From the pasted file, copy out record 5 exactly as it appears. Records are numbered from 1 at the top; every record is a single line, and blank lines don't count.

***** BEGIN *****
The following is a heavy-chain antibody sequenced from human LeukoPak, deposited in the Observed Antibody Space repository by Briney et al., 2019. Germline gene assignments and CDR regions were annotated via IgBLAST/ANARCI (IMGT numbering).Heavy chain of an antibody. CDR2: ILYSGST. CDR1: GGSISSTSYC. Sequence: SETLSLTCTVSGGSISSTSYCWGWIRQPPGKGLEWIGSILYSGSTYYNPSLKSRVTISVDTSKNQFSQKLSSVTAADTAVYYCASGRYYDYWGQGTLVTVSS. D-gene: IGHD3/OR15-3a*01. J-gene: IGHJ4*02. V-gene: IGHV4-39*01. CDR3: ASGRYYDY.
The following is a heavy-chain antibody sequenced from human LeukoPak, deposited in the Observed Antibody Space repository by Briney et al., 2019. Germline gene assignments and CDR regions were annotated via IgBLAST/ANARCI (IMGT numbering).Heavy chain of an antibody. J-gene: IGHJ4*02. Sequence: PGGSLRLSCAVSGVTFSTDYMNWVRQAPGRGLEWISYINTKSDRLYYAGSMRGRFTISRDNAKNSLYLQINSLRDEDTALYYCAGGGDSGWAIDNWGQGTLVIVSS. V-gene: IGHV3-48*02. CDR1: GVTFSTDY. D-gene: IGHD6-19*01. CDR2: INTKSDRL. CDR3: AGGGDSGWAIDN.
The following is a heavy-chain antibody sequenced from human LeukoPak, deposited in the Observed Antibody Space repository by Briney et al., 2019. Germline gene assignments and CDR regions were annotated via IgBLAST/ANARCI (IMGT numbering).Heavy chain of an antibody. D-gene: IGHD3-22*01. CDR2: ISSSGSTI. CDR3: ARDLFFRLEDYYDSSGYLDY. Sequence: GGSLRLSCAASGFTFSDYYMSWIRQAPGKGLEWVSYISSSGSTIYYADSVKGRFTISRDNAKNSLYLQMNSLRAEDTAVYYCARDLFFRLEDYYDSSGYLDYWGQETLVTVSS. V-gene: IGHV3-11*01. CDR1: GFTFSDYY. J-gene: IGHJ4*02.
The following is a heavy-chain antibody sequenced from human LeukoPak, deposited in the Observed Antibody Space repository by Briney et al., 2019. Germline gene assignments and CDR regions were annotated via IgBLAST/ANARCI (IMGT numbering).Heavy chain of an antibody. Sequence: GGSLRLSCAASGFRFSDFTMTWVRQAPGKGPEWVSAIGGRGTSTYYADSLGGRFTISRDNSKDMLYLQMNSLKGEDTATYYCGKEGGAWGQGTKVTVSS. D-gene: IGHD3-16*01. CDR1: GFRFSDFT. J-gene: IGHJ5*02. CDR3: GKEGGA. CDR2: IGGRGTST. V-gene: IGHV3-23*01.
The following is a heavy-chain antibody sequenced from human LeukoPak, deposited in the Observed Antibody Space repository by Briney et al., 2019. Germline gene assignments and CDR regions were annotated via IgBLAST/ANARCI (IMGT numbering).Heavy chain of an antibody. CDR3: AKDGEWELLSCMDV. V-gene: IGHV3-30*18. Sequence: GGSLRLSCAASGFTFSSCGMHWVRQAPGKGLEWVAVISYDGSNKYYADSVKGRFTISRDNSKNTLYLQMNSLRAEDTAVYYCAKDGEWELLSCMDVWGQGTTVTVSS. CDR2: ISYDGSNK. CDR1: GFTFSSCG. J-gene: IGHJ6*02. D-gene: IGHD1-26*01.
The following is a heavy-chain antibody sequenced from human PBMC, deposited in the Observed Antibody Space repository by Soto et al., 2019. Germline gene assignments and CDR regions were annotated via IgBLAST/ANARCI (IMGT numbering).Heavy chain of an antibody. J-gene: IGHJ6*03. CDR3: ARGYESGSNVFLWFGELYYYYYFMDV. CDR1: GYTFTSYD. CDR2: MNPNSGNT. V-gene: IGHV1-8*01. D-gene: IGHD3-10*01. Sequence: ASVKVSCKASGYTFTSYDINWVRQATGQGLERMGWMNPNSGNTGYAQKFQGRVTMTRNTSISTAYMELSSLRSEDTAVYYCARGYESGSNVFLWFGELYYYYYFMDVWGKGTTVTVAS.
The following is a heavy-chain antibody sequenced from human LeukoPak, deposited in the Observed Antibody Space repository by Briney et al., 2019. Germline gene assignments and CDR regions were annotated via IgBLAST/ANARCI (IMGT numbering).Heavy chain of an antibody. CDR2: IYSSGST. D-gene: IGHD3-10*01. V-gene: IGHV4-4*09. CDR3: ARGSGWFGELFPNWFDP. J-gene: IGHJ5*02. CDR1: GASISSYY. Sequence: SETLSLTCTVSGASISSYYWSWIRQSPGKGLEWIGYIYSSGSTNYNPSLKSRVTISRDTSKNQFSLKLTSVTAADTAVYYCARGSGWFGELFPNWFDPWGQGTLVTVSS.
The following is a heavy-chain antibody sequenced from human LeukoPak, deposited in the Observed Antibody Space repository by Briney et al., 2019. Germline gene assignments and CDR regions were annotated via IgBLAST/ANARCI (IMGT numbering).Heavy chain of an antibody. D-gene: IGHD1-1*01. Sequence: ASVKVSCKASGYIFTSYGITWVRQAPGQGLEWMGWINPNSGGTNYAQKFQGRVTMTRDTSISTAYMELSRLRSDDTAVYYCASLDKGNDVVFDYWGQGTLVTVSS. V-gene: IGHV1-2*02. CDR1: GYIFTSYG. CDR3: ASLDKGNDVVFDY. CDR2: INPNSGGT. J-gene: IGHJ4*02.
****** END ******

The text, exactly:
The following is a heavy-chain antibody sequenced from human LeukoPak, deposited in the Observed Antibody Space repository by Briney et al., 2019. Germline gene assignments and CDR regions were annotated via IgBLAST/ANARCI (IMGT numbering).Heavy chain of an antibody. CDR3: AKDGEWELLSCMDV. V-gene: IGHV3-30*18. Sequence: GGSLRLSCAASGFTFSSCGMHWVRQAPGKGLEWVAVISYDGSNKYYADSVKGRFTISRDNSKNTLYLQMNSLRAEDTAVYYCAKDGEWELLSCMDVWGQGTTVTVSS. CDR2: ISYDGSNK. CDR1: GFTFSSCG. J-gene: IGHJ6*02. D-gene: IGHD1-26*01.